If the second phase of the auction is of a single (e.g., sealed) bid variety, the time during which bidding is open can be controlled in various ways. It can have a fixed period (e.g., ten minutes; one hour; one day, etc.), or its duration can be a function of a pseudo-random factor.
In some circumstances, a second phase of the auction may be followed by a third phase—again triggered by functions such as are detailed herein.
The decision protocol detailed earlier results in a second phase of the auction—on average—in half of the cases. Other probabilities can, of course, be utilized. E.g., a second phase may be triggered only if the terminal digit of the fast-racing clock is a “0.” Such arrangement yields a second phase in about 10% of the auctions.
Decision functions other than simply stopping a clock can be used. For example, a physical process may be sampled at high precision to give a variable independent of circumstances of the auction. For example, the outside temperature may be sampled, and the digit in the “thousandths” decimal place can be used as a determining factor (like the terminal clock digit in the case above). Or the real-time Dow Jones average can be sampled to the nearest penny, and if the sum of the digits is even, then the auction will enter a second phase.
More classically random, or pseudo random factors can also be employed. One is a computer-implemented pseudo-random number generator. Another is selection of one of several air-blown ping pong balls (as are used in some state lottery systems).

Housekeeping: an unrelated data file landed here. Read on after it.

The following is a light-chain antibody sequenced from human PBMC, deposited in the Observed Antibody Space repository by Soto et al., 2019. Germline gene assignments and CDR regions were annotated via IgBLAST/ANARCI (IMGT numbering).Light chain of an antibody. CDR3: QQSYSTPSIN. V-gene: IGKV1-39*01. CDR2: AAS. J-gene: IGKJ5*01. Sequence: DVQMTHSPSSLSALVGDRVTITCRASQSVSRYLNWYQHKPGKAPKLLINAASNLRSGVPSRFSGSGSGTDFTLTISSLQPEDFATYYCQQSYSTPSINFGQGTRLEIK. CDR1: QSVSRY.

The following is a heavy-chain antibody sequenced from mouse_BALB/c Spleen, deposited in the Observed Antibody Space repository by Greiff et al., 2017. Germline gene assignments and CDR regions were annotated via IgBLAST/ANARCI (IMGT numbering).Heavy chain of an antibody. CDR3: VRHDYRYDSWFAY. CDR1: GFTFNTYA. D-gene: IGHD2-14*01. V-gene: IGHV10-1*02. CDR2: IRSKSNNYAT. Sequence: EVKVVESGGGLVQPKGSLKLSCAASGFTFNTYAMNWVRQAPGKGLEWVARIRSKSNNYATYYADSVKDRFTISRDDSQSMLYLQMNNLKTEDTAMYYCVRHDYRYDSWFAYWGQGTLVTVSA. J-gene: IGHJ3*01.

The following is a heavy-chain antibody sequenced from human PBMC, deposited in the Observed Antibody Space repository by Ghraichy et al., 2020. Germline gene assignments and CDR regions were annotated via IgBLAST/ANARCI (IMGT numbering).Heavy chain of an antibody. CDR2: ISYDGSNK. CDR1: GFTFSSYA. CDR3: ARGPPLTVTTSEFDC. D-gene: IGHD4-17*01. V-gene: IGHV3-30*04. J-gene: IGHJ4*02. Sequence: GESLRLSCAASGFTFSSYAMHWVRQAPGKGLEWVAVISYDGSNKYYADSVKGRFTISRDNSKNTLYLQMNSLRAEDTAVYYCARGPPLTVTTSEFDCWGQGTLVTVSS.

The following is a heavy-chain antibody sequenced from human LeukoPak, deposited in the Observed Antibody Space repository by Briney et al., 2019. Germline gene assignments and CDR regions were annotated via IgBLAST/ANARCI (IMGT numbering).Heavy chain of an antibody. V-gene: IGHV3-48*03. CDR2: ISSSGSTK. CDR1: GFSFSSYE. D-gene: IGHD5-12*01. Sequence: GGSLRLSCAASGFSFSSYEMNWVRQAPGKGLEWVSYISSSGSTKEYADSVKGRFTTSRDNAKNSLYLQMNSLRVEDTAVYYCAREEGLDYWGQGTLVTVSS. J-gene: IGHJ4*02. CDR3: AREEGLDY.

The criteria used in deciding whether the auction continues in a second phase can be made dependent on combinations of factors—some not knowable to any bidder prior to the nominal end of the auction (e.g., the arrangements detailed above) in conjunction with other factors (which may be knowable or known). For example, a second phase may be a possibility (e.g., decided by functions like those noted above) only in auctions where the nominal winning bid is below the bottom of the pre-auction estimate range for the winning bid. If the nominal bidding bid is above the bottom of the pre-auction estimate range, then no second phase is considered. Or, a second phase may be considered only if the nominal winning bid is above the top of the pre-auction estimate range for the winning bid (or only if it is within the pre-auction estimate range for the winning bid). Or, a second phase may be undertaken based on a knowable/known factor, alone (i.e., without a random aspect).
Still further, the threshold decision as to whether to consider the possibility of a second phase may depend on bidding activity, e.g., the number or timing of bids received prior to the nominal end of the auction, or the number of bidders. E.g., if the last five bids were a contest between just two bidders, then a second phase may be considered. Or a second phase may be considered if two (or three or five) or more bids were received in the last minute of the auction. Or a second phase may be considered if more than two (or three, or five, or ten, etc.) bidders participated in the bidding. (Or if less than that number participated.) Such tests may alternatively preclude a second phase of the auction, rather than being a necessary (but not sufficient) condition thereto.